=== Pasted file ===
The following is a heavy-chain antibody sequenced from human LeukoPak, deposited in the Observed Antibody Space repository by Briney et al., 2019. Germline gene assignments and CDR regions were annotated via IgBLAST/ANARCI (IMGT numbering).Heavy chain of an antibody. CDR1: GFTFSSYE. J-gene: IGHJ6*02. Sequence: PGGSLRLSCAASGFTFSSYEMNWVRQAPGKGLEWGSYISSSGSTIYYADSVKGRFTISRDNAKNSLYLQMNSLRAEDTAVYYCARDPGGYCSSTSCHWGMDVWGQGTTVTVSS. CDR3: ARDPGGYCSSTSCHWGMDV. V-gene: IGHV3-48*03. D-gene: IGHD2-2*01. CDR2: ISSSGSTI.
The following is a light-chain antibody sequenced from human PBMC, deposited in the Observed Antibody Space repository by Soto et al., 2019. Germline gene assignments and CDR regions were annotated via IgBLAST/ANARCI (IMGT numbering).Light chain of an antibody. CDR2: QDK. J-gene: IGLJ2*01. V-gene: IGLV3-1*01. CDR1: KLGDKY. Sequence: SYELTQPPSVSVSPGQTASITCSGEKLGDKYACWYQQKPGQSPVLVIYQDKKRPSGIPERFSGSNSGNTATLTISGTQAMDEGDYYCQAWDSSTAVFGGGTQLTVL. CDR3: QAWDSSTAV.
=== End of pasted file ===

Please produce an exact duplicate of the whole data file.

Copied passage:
The following is a heavy-chain antibody sequenced from human LeukoPak, deposited in the Observed Antibody Space repository by Briney et al., 2019. Germline gene assignments and CDR regions were annotated via IgBLAST/ANARCI (IMGT numbering).Heavy chain of an antibody. CDR1: GFTFSSYE. J-gene: IGHJ6*02. Sequence: PGGSLRLSCAASGFTFSSYEMNWVRQAPGKGLEWGSYISSSGSTIYYADSVKGRFTISRDNAKNSLYLQMNSLRAEDTAVYYCARDPGGYCSSTSCHWGMDVWGQGTTVTVSS. CDR3: ARDPGGYCSSTSCHWGMDV. V-gene: IGHV3-48*03. D-gene: IGHD2-2*01. CDR2: ISSSGSTI.
The following is a light-chain antibody sequenced from human PBMC, deposited in the Observed Antibody Space repository by Soto et al., 2019. Germline gene assignments and CDR regions were annotated via IgBLAST/ANARCI (IMGT numbering).Light chain of an antibody. CDR2: QDK. J-gene: IGLJ2*01. V-gene: IGLV3-1*01. CDR1: KLGDKY. Sequence: SYELTQPPSVSVSPGQTASITCSGEKLGDKYACWYQQKPGQSPVLVIYQDKKRPSGIPERFSGSNSGNTATLTISGTQAMDEGDYYCQAWDSSTAVFGGGTQLTVL. CDR3: QAWDSSTAV.